Springtime in the Flint Hills
The week's only half over and already it's been one to remember. Before I moved to the Flint Hills, I was driving the turnpike from Topeka to Wichita one evening, and I saw huge amounts of rolling smoke and some flames. I had never, at that time, heard of prairie fires or burning the prairie. Now it has become a spring ritual to which I look forward each year.
Yes, I even enjoy smelling the burning grass and I know that sometimes the smoke-filled atmosphere creates the most incredible sunsets. The burning is another signal that soon these blackened hills will be covered with lush green grass and bright wildflowers.
In past years, I'd often jump into my car and drive and drive and drive if I smelled the hint of smoke or saw it or the flames in the distance. Many nights I spent chasing the almost elusive fires because they always seemed just over the hill. In reality, they usually were many miles and many hills away.
Monday night, we had a wonderful fire "just over the creek and the next ridge" (in reality it was a little further!) The coyotes and turkeys were raising quite a ruckus. By the time I got my cameras and a jacket, the north wind was so brisk I couldn't hold the cameras steady and the rain began pelting me. But I did manage to snap a couple shots before it came down so hard it doused the fire. None of the shots is good, but you get the picture (pun intended!).
Then, I was awakened at 1 a.m. to a terrible crashing sound on the skylights and roof. I soon discovered it was hailing. Although not the largest (only pea to marble size), it was certainly some of the most and the hardest I've experienced. Covered the ground with about an inch of ice. And, the wind was horrific.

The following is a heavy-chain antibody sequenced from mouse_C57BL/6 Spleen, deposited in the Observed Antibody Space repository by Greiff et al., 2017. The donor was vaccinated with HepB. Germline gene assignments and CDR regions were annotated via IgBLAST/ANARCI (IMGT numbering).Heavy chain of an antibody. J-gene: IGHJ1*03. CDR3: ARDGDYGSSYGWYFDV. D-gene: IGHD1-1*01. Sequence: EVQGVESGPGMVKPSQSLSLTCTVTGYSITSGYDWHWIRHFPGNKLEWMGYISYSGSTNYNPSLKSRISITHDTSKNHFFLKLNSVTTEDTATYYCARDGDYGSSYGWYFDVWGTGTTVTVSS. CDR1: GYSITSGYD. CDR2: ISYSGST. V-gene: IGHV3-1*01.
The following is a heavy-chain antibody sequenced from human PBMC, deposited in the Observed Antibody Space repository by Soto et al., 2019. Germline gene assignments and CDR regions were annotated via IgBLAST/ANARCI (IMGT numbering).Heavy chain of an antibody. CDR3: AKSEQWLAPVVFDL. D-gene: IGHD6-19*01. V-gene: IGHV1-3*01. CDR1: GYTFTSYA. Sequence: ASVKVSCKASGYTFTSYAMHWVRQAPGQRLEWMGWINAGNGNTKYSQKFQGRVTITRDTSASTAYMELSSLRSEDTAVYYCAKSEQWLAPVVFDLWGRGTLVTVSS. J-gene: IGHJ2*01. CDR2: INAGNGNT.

By morning, despite it being 45 degrees, the ice was still piled against the house and we could barely open the back door onto the deck. Piles of it still covered the lawn.
We were lucky, though. The wind blew over a cast-iron hand pump in back and it rained in around the skylight in the guest bath. An internet report from the National Weather Service and Butler County Law Enforcement indicated the brunt of the storm hit not far from us, maybe 10 to 12 miles to the southwest, with wind speeds exceeding 80 mph:
Yesterday as we drove to Wichita we saw lots of damage between Burns and El Dorado. Power poles and trees just snapped off and some roofs missing. We saw one of the semis mentioned still sitting at the entrance to the turnpike; it was part of a UPS truck. Utility crews were everywhere replacing poles and restringing wire, and we saw a greenhouse that had been destroyed.
VERY LARGE HIGH VOLTAGE POWER LINES DOWN ABOUT 4 MILES SOUTHEAST OF BURNS.
SEVERAL HOMES WERE REPORTED DAMAGED BETWEEN THE TOWNS OF EL DORADO AND BURNS. EXTENT OF THE DAMAGE IS UNKNOWN. SEVERAL SEMIS WERE REPORTED OVERTURNED IN NORTHERN BUTLER COUNTY ON THE KANSAS TURNPIKE NORTH OF EL DORADO.
This morning Charlie braved the fog and below-freezing temperature to hunt one of those noisy gobblers we've been watching and hearing.
Just another week in the Flint Hills.